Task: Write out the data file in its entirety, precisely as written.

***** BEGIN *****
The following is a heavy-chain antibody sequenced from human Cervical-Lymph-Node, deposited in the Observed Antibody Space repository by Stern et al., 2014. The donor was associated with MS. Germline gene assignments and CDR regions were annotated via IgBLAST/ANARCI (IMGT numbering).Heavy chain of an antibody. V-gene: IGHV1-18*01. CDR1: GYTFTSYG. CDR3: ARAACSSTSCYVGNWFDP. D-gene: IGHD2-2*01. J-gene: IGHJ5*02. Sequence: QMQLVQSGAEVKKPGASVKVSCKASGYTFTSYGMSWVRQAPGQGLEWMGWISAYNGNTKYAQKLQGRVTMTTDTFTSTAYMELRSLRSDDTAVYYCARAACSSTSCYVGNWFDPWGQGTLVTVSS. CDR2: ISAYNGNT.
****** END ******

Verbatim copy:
The following is a heavy-chain antibody sequenced from human Cervical-Lymph-Node, deposited in the Observed Antibody Space repository by Stern et al., 2014. The donor was associated with MS. Germline gene assignments and CDR regions were annotated via IgBLAST/ANARCI (IMGT numbering).Heavy chain of an antibody. V-gene: IGHV1-18*01. CDR1: GYTFTSYG. CDR3: ARAACSSTSCYVGNWFDP. D-gene: IGHD2-2*01. J-gene: IGHJ5*02. Sequence: QMQLVQSGAEVKKPGASVKVSCKASGYTFTSYGMSWVRQAPGQGLEWMGWISAYNGNTKYAQKLQGRVTMTTDTFTSTAYMELRSLRSDDTAVYYCARAACSSTSCYVGNWFDPWGQGTLVTVSS. CDR2: ISAYNGNT.